ON BEHALF
OF THOUSANDS OF
VULNERABLE JEWS
IN OUR CITY WHO
ARE COUNTING
ON US...

. . . THANK YOU

“When the pandemic began, we set two core priorities for 2020.


First, ensuring that no community member in need is turned away from UJA’s network of Jewish social service agencies due to a lack of community resources.


Second, ensuring that no Jewish child or teen would be disconnected from essential Jewish experiences due to the financial crisis.


While there is still much work to be done, we have made tremendous progress thanks to you, our generous donors and volunteers. Together, we are building our community’s resilience — and ensuring our collective renewal — from this crisis.”

– Adam Minsky
President & CEO
UJA Federation of Greater Toronto

THE GROWING NEEDS

When COVID-19 arrived in the spring, thousands of Jews in our city who already struggled with poverty — 1 in 8 community members — suddenly confronted new dangers. UJA’s network of Jewish social service agencies faced a growing surge of requests for help amid the lockdown and new public health requirements, especially from isolated seniors, Holocaust survivors, families in crisis, and community members with special needs. From food and financial aid, to homecare and psychological support, the service needs of our community’s most at-risk members have risen dramatically this year.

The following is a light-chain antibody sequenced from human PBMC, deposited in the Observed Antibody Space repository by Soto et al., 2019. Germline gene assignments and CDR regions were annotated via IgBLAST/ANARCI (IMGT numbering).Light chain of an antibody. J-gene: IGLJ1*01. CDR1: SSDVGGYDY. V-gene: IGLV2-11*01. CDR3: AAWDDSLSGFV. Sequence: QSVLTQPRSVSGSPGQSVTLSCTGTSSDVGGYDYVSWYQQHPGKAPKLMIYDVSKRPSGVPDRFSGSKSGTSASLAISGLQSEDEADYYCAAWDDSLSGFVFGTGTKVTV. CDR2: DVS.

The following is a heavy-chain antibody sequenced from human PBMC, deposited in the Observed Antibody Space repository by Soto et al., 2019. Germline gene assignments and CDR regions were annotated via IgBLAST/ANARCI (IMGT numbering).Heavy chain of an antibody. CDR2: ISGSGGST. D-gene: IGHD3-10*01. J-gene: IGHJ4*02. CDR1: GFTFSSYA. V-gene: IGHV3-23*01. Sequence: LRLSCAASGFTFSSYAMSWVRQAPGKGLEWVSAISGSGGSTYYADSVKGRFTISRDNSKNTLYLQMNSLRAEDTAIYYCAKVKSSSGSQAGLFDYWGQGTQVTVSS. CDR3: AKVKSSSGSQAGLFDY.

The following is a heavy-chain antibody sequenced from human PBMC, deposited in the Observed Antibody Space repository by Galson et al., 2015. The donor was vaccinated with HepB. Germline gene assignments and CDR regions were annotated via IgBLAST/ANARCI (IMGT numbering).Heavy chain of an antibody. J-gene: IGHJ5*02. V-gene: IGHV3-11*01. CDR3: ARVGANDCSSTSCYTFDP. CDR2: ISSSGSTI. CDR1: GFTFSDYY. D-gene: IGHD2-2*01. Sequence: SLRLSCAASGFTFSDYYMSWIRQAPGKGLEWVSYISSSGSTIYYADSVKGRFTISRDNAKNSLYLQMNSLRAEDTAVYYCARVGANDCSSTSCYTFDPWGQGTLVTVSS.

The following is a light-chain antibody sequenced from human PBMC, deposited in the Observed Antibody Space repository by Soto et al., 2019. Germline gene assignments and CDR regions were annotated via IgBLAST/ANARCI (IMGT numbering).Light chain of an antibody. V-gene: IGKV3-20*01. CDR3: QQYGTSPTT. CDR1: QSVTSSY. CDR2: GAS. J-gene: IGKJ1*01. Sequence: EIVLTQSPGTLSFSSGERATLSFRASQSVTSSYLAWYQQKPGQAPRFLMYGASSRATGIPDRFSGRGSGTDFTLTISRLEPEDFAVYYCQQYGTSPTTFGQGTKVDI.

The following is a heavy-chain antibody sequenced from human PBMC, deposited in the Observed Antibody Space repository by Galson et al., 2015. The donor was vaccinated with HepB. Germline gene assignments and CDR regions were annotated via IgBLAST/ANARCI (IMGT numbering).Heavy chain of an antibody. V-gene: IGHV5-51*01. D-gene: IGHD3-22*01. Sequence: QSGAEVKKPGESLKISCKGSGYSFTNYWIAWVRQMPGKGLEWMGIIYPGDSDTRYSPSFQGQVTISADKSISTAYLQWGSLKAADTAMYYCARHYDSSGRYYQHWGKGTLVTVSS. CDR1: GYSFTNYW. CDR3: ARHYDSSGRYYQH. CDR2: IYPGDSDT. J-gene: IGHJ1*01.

At the same time, a whole new category of Jewish vulnerable has emerged: those who were previously stable but have been hit hard by the economic crisis. Nearly half of all Canadian households have been affected by job loss or reduced working hours this year. The Jewish community is no exception to this trend. An alarming number of middle-class Jewish families who were formerly stable are now in a state of financial fragility. In the wake of the pandemic, many have sought the help of UJA’s partner agencies to get back on their feet. Many more are projected to do so in the coming months as government benefits, savings, and severance payments run out.

In the wake of the COVID-19 pandemic, UJA’s network of Jewish social service agencies have seen a surge in requests for help.

100%

Increase in community members seeking help to find a job

85%

Increase in community members requesting addiction counselling

80%